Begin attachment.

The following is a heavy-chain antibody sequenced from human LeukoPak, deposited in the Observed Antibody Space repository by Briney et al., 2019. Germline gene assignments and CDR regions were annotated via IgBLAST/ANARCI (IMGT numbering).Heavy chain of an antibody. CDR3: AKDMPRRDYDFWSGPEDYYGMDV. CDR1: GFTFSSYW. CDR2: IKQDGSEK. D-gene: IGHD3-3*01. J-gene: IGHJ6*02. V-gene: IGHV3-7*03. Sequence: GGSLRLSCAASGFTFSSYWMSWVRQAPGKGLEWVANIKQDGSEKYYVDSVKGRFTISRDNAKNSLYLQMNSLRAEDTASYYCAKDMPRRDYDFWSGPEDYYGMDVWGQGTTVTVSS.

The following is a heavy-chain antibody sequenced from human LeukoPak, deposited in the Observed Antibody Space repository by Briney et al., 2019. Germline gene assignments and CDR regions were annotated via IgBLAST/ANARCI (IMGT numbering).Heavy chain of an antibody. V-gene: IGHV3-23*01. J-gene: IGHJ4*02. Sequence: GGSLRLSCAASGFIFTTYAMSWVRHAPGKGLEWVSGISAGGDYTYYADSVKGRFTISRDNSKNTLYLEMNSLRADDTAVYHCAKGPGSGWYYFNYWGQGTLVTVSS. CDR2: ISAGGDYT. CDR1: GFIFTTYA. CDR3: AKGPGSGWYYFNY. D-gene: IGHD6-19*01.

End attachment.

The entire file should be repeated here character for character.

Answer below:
The following is a heavy-chain antibody sequenced from human LeukoPak, deposited in the Observed Antibody Space repository by Briney et al., 2019. Germline gene assignments and CDR regions were annotated via IgBLAST/ANARCI (IMGT numbering).Heavy chain of an antibody. CDR3: AKDMPRRDYDFWSGPEDYYGMDV. CDR1: GFTFSSYW. CDR2: IKQDGSEK. D-gene: IGHD3-3*01. J-gene: IGHJ6*02. V-gene: IGHV3-7*03. Sequence: GGSLRLSCAASGFTFSSYWMSWVRQAPGKGLEWVANIKQDGSEKYYVDSVKGRFTISRDNAKNSLYLQMNSLRAEDTASYYCAKDMPRRDYDFWSGPEDYYGMDVWGQGTTVTVSS.

The following is a heavy-chain antibody sequenced from human LeukoPak, deposited in the Observed Antibody Space repository by Briney et al., 2019. Germline gene assignments and CDR regions were annotated via IgBLAST/ANARCI (IMGT numbering).Heavy chain of an antibody. V-gene: IGHV3-23*01. J-gene: IGHJ4*02. Sequence: GGSLRLSCAASGFIFTTYAMSWVRHAPGKGLEWVSGISAGGDYTYYADSVKGRFTISRDNSKNTLYLEMNSLRADDTAVYHCAKGPGSGWYYFNYWGQGTLVTVSS. CDR2: ISAGGDYT. CDR1: GFIFTTYA. CDR3: AKGPGSGWYYFNY. D-gene: IGHD6-19*01.